Johnson v Moreton: HL 1980

The tenant had, in the tenancy agreement itself, purported to contract ‘not in any event to serve a counter-notice under Section 24(1)’ of the 1948 Act.
Held: A head tenant under an agricultural tenancy has the right to challenge any notice to quit by serving a counter-notice, and any agreement purporting to exclude or curtail that right is unenforceable. The estoppel relied on was an estoppel by convention alleged to arise as a result of the common intention of the parties as at the date of the agreement. The question is whether the right conferred is exclusively personal (in which case waiver will be permitted) or is designed to serve other, broader public purposes and so, compendiously, whether to permit a waiver would undermine or frustrate the purposes of the statute.
Lord Hailsham of St Marylebone said: ‘This Act is a consolidating Act to which the observations of a majority of your Lordships in Farrell v. Alexander [1977] AC 59, 72 (Lord Wilberforce), 82 (Lord Simon of Glaisdale) and 97 (Lord Edmund-Davies) clearly apply. Even if I were not bound by these observations I would respectfully agree with them. In my view the whole purpose of consolidation would be defeated if they were not observed and rigidly adhered to or if endeavours were made to split the various components of the consolidation Act apart and construe them by reference to their individual histories. If, in the course of these remarks, I refer to the history of the legislation before and after 1948 it is not in order to construe the words of the Act, which, as will be seen, are in my view unambiguous as they stand, but simply to place them in their proper historical and social context as at 1948.’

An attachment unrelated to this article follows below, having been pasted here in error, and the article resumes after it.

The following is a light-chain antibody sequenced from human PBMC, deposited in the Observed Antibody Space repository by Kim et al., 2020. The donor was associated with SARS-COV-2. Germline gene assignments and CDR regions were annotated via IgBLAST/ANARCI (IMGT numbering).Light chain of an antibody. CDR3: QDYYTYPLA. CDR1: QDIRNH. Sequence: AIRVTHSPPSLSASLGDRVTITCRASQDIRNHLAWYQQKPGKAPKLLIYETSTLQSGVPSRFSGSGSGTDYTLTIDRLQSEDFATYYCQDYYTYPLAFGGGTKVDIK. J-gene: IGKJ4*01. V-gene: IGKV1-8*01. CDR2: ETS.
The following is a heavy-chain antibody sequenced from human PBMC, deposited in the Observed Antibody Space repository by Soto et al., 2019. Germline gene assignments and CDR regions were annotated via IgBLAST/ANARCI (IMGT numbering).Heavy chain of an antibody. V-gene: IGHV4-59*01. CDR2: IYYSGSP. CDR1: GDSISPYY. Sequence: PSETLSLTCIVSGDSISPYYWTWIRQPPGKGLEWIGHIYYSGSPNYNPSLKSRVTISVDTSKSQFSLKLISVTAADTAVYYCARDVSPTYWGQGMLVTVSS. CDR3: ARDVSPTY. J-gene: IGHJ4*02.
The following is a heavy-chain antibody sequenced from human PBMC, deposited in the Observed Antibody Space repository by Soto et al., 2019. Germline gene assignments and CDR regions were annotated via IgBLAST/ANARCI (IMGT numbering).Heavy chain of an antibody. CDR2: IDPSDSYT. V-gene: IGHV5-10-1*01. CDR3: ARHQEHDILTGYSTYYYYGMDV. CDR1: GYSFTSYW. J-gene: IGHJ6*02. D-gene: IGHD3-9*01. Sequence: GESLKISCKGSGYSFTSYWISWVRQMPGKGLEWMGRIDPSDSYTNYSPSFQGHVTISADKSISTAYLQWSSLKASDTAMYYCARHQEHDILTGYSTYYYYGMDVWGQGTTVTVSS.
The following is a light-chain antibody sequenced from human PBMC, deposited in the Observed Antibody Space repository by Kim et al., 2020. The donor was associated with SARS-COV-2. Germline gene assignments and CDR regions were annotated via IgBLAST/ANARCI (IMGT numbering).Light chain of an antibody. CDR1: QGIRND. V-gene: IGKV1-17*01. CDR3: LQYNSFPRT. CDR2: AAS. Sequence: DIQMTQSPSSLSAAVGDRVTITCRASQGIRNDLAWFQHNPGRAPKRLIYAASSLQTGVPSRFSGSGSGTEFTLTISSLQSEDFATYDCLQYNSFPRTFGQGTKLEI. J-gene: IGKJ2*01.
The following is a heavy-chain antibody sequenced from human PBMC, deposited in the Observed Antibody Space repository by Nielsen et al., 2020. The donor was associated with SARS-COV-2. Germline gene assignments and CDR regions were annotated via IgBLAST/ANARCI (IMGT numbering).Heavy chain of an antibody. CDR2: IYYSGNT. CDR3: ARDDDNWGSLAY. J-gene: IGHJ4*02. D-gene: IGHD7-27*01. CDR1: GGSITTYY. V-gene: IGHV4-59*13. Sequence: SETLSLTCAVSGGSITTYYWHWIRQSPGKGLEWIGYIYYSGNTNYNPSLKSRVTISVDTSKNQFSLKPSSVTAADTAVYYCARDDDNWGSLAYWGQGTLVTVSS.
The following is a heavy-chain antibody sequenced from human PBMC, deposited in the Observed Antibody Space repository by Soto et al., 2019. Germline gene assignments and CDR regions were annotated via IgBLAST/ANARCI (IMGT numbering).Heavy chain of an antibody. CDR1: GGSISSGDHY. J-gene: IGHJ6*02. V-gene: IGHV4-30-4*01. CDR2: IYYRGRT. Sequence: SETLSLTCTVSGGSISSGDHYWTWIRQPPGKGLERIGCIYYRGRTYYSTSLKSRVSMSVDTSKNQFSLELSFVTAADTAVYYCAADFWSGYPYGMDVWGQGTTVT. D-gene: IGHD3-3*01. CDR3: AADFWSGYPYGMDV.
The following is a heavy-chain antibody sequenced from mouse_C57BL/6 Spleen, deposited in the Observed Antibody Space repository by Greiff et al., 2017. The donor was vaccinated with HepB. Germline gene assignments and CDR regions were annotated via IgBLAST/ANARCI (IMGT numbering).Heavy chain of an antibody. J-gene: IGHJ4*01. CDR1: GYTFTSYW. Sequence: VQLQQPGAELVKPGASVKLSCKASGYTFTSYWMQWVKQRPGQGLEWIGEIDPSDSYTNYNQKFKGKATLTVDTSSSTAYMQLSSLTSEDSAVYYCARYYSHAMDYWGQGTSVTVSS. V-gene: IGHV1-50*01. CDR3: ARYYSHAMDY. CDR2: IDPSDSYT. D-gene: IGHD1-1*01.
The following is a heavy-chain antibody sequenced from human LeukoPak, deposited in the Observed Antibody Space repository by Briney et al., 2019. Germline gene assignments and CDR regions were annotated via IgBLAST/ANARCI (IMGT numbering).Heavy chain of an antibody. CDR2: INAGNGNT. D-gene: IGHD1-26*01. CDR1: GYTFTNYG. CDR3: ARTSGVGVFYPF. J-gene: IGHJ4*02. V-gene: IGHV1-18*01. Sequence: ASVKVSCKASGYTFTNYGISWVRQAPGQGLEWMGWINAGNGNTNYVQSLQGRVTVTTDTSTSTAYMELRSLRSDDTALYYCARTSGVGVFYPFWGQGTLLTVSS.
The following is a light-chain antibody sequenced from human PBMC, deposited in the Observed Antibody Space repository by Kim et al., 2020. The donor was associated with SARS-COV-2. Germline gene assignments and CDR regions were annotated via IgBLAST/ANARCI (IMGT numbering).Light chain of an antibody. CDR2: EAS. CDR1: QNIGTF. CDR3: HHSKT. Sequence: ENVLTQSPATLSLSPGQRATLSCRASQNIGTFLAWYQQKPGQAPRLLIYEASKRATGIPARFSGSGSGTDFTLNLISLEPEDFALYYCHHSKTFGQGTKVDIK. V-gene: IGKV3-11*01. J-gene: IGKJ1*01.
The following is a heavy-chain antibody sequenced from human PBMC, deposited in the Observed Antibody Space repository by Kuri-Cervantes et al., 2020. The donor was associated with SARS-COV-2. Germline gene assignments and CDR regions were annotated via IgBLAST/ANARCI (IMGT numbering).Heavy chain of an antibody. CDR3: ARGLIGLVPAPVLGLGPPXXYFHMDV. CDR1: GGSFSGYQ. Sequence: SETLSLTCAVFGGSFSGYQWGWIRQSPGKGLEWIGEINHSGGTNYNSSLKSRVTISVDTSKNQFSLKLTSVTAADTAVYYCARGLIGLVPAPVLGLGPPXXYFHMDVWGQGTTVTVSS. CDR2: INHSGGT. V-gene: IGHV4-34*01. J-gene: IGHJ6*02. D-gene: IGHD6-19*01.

Lord Simon of Glaisdale said: ‘The 1948 statute was a consolidation Act. Any provision in it must therefore be construed in the context of the whole of the statute in which it now stands (Farrell v. Alexander [1977] AC 59); though it is legitimate (indeed, incumbent) to investigate the statutory history in so far as that throws light on the objective of a particular provision (at p. 84); the ascertainment of the parliamentary objective is an important – generally, an essential – part of the process of statutory interpretation.’


Lord Salmon, Lord Hailsham of St Marylebone


[1980] AC 37


England and Wales

Cited by:

CitedJ S Bloor (Measham) Ltd v Eric Myles Calcott ChD 23-Nov-2001
The tenant had claimed a tenancy under the Act. The landlord sought to assert a proprietary estoppel against them. There was nothing in the 1986 Act to stop the claimants relying on a proprietary estoppel and asserting their claims to occupation. . .
CitedRegina v Secretary of State for the Environment Transport and the Regions and another, ex parte Spath Holme Limited HL 7-Dec-2000
The section in the 1985 Act created a power to prevent rent increases for tenancies of dwelling-houses for purposes including the alleviation of perceived hardship. Accordingly the Secretary of State could issue regulations whose effect was to limit . .
Lists of cited by and citing cases may be incomplete.

Landlord and Tenant, Agriculture

Updated: 19 May 2022; Ref: scu.183145